• 15.9% of college students admitted misusing stimulants, 9.4% reported sedative misuse, and 9.1% misused pain medications. (Ohio State University)
  • Most students who abuse prescription drugs obtain these drugs from their friends (79% for stimulants, 57% for sedatives, and 79% for stimulants). (Ohio State University)
  • The most common reason that college students provide for abusing stimulants is to study or improve grades (79%). (Ohio State University)
  • A study of 1,300 college students found that 25% of them used stimulants as a study aid, but only 9% had a prescription from a physician or psychiatrist. (Michigan Daily)
  • Furthermore, 4.3% of college students reported having abused Xanax. (The Haven at College)
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Top 5 Reasons for Non-Medical Use of Stimulants Among College Students

Top 5 Reasons for Non-Medical Use of Stimulants Among College Students
Improve grades: 79.2

Improve grades

%
Top 5 Reasons for Non-Medical Use of Stimulants Among College Students
Curiosity : 22.6

Curiosity

%
Top 5 Reasons for Non-Medical Use of Stimulants Among College Students
Enhance social situations: 21.9

Enhance social situations

%
Top 5 Reasons for Non-Medical Use of Stimulants Among College Students
Get high: 15.0

Get high

%
Top 5 Reasons for Non-Medical Use of Stimulants Among College Students
Like the way they feel : 12.4

Like the way they feel

%

Source: Ohio State University

Designed by

Alcohol Abuse in College

Aside from drugs, alcohol is one of the most widely abused substances among college students. Studies reveal that alcoholism remains a major problem for millions of college students each year. Moreover, surveys found that as much as 50% of college students are no stranger to binge drinking.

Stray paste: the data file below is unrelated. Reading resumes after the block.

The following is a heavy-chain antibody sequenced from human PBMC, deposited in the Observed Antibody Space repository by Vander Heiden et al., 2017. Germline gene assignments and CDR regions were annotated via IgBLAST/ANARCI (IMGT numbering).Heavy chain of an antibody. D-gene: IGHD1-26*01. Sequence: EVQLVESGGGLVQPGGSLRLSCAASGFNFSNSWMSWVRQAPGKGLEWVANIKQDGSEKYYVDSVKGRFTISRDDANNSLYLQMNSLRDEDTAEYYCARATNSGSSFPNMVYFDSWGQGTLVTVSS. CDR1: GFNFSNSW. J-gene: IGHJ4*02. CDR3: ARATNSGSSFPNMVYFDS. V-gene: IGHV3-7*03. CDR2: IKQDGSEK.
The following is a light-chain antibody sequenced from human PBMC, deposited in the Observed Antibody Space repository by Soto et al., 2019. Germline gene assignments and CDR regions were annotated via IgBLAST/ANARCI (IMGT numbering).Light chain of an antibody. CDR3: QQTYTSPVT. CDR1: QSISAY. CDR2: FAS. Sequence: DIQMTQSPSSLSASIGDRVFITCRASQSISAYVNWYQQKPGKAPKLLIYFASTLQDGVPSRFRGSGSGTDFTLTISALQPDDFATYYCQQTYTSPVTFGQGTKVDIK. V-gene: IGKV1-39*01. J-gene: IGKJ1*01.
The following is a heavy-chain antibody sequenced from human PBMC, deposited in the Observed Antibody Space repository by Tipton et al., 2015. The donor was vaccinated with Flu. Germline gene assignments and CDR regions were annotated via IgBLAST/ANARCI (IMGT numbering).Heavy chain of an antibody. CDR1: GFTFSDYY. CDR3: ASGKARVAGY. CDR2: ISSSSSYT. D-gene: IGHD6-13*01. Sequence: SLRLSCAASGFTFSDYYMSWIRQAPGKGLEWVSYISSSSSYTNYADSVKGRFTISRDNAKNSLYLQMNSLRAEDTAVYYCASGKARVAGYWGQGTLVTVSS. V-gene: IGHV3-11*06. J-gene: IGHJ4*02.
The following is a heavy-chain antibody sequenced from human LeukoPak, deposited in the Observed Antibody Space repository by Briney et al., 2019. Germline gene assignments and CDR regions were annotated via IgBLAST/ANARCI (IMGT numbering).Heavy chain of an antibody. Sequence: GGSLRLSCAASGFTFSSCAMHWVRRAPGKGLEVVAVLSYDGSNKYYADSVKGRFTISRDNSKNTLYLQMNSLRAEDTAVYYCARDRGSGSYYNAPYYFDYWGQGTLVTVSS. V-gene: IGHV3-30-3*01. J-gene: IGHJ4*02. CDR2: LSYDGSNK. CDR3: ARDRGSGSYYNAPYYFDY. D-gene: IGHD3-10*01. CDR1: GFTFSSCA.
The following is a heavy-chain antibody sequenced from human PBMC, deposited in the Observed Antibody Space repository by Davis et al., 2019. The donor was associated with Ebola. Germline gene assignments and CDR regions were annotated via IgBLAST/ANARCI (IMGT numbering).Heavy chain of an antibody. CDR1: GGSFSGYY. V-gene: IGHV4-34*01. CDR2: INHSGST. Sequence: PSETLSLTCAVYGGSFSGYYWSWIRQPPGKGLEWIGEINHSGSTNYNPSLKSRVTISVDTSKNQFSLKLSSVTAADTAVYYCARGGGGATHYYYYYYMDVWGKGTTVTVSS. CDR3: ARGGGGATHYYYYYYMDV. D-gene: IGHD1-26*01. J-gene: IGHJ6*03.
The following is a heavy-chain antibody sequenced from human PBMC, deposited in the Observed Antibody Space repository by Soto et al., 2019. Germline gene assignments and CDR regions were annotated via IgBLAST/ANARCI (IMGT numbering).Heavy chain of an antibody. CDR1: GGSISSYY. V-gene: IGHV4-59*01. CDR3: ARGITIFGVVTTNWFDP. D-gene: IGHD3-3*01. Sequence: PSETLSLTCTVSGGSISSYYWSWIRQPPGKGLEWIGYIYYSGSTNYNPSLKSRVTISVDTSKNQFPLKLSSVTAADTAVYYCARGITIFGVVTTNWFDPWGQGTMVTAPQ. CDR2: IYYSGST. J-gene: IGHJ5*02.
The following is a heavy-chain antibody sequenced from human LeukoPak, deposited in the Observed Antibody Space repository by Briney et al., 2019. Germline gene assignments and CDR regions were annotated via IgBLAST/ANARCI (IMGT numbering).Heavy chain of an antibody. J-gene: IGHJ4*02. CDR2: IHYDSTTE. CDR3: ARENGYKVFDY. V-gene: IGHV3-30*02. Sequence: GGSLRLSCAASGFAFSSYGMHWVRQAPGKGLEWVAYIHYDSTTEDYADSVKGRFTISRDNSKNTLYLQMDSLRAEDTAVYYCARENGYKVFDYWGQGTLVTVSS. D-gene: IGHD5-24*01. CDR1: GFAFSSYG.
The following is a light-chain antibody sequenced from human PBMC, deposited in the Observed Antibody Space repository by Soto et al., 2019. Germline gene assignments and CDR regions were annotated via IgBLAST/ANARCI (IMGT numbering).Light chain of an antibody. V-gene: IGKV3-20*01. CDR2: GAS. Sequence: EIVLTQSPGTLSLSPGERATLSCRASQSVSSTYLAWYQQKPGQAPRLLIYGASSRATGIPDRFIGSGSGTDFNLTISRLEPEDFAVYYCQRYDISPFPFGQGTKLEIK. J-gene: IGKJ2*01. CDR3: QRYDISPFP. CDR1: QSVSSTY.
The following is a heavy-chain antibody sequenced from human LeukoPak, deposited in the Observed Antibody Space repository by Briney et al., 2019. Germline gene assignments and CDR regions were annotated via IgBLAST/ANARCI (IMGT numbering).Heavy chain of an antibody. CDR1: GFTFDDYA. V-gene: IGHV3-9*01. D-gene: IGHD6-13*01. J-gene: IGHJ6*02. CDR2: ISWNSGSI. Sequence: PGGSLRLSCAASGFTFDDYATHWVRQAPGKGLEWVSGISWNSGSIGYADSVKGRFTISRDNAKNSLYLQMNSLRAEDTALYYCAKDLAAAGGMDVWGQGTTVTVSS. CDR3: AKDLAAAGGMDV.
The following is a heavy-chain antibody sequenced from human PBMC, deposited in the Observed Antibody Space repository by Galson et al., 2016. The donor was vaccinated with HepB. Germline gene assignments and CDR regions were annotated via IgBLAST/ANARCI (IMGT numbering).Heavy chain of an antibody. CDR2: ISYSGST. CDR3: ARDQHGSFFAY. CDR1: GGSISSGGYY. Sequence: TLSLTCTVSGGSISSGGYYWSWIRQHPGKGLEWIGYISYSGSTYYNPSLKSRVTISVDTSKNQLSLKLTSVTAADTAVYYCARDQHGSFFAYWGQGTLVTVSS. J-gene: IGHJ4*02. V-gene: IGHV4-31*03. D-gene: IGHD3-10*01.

• Over a two-week period, 14.2% of college students have five or more alcoholic drinks. (NCHA)
  • 28.9% of college students drank alcohol for 3 to 4 hours the last time they went to a party. (NCHA)
  • Likewise, 28% of college students report having five or more drinks in a row at least once inside the last two weeks. (Monitoring the Future)
  • 54.9% of full-time college students drank alcohol in the past month, compared with 44.6% of other individuals in the same age group. (National Institute on Alcohol Abuse and Alcoholism (NIAAA))
  • Similarly, 36.9% of college students reported binge-drinking in the past month. (NIAAA)
  • 9.6% of college students reported heavy alcohol use, defined as binge-drinking, for 5 or more days in the past 30-day period. (NIAAA)

Source: NCHA

Consequences of Alcohol Abuse in College Students

Alcohol abuse causes a myriad of serious consequences for college students. For instance, the poor academic performance associated with alcohol use may affect a student’s employment prospects. According to surveys, recruiters consider a 4-year degree a competitive edge for entry-level applicants.

  • About 20% of college students meet the criteria for a diagnosis of alcohol use disorder. (NIAAA)
  • 1,825 college students between the ages of 18 and 24 die from alcohol-related injuries, including automobile crashes. (NIAAA)
  • 97,000 college students report receiving alcohol-related sexual assault or date rape. (NIAAA)
  • 1.8% of college students believed that alcohol use contributed to lower exam grades, while 26.8% believed that their academics were not affected. (NCHA)
  • Additionally, nearly 150,000 college students develop health problems annually related to alcohol use. (Alcohol Rehab Guide)

alcohol consumption and college performance

Nicotine Abuse in College

  • Cigarette smoking among college students has declined to 7% in 2018, from its peak level of 31% in 1999.  (Monitoring the Future)